It’s been nearly 20 years since Rachel Solotaroff graduated from Dartmouth's medical school with dreams of making an impact on disadvantaged communities. Now, she’s returning to campus to accept the 2020 Martin Luther King Jr. Social Justice Award for Ongoing Commitment in recognition of her work with Central City Concern, a Portland, Ore., organization serving adults and families who are affected by homelessness, poverty, and addictions.
“This is such an honor and means an enormous amount to me,” says Solotaroff, who will be on campus Thursday, January 30, for a panel discussion with other honorees. It will take place from 5:30 – 7:00 PM in Filene Auditorium in the Moore Building, and is open to the public. Solotaroff will also spend time speaking with students interested in working with marginalized populations and high-needs communities.
President and CEO of Central City Concern (CCC) since 2017, Solotaroff began her work there in 2006 as medical director of its Old Town Clinic. Founded in 1979, CCC helps nearly 14,000 people yearly. It is a Federally Qualified Health Center, providing primary, behavioral, and substance use disorder care across 13 locations in the metro Portland area. It also owns and manages more than 2,200 units of affordable housing, and its employment services help roughly 1,000 people gain jobs each year.
In her leadership of Old Town Clinic, Solotaroff secured national recognition from the Robert Wood Johnson Foundation's LEAP (Learning from Effective Ambulatory Practices) project as one of the 30 highest-performing clinics in the United States. In 2014, she received the Karen Rotondo Outstanding Service Award from the National Healthcare for the Homeless Council. The award recognizes hands-on caregivers who demonstrate vision and creativity in advancing the goals of ending and preventing homelessness, and who have made a significant contribution to improving the health and quality of life of people experiencing homelessness.
“If you want to solve the problem of homelessness in a community, you have to solve the problems that impact an individual: substance abuse, trauma, mental illness,” Solotaroff says. “But you also have to address structural challenges like unemployment, the absence of affordable housing, and structural racism. I can sit with patients for months helping them with addiction and mental illness, but helping them to find a supportive housing environment and meaningful wage work does far more than any prescription I could ever write.”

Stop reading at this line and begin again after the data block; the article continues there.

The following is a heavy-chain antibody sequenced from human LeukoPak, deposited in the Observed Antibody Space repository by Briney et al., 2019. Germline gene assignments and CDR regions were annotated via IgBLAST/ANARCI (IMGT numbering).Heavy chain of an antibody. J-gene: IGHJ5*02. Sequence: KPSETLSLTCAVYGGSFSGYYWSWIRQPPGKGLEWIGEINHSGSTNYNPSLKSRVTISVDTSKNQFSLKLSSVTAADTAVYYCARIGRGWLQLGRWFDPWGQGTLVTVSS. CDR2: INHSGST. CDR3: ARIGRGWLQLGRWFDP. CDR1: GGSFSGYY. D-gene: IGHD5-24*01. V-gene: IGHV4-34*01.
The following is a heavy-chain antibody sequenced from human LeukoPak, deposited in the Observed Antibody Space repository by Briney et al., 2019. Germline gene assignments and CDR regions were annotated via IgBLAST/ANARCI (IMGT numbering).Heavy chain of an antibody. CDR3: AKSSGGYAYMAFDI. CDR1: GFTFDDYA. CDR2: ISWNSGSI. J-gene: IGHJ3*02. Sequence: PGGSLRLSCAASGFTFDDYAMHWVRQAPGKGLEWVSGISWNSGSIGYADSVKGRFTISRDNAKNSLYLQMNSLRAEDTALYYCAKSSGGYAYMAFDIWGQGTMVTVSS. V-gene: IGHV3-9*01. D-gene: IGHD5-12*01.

“Rachel is not only a model of the complete physician that Dartmouth’s medical school strives to develop but also a powerful example of a Dartmouth graduate who has answered the call to lead,” says Duane Compton, PhD, dean of the Geisel School of Medicine. “She has spearheaded projects that address the substance use crisis in America, the shortage of affordable housing, and healthcare disparities among the underserved. Her work is a reflection of Dartmouth’s vision to educate responsible leaders who are ready to take on the world’s most pressing challenges.”
Excited to return to campus for the first time in almost two decades, Solotaroff says, “Dartmouth gave me such a strong education, clinically but also in terms of understanding the value of being a good servant leader. Dartmouth showed me the extent to which physicians could be of service to a community through a holistic understanding of individuals and their experience.”
ABOUT THE MARTIN LUTHER KING JR. SOCIAL JUSTICE AWARDS
Dartmouth’s Social Justice Awards, co-sponsored by the Martin Luther King Jr. Celebration Committee, Office of Institutional Diversity & Equity, William Jewett Tucker Center, Dartmouth Center for Social Impact, and Geisel School of Medicine, were established to recognize members of the Dartmouth community including alumni/ae, current and former faculty, staff, student groups and others with ties to the college, who have contributed significantly to peace, civil rights, education, public health, environmental justice, or social justice.
The awards honor members of the Dartmouth community who have demonstrated their compassion, perseverance, courage, and leadership by engaging in the difficult work of fostering human dignity and our common humanity through their projects, programs, and visions.
The awards are given in four categories: Emerging Leadership, Ongoing Commitment, Lifetime Achievement, and Student Organization.
Please join us for the Social Justice Awards: Conversations with ChangeMakers, a panel discussion with 2020 Social Justice Awards honorees. Thursday, January 30, 2020, 5:30 – 7:00 PM, Filene Auditorium, Moore Building. Reception to follow.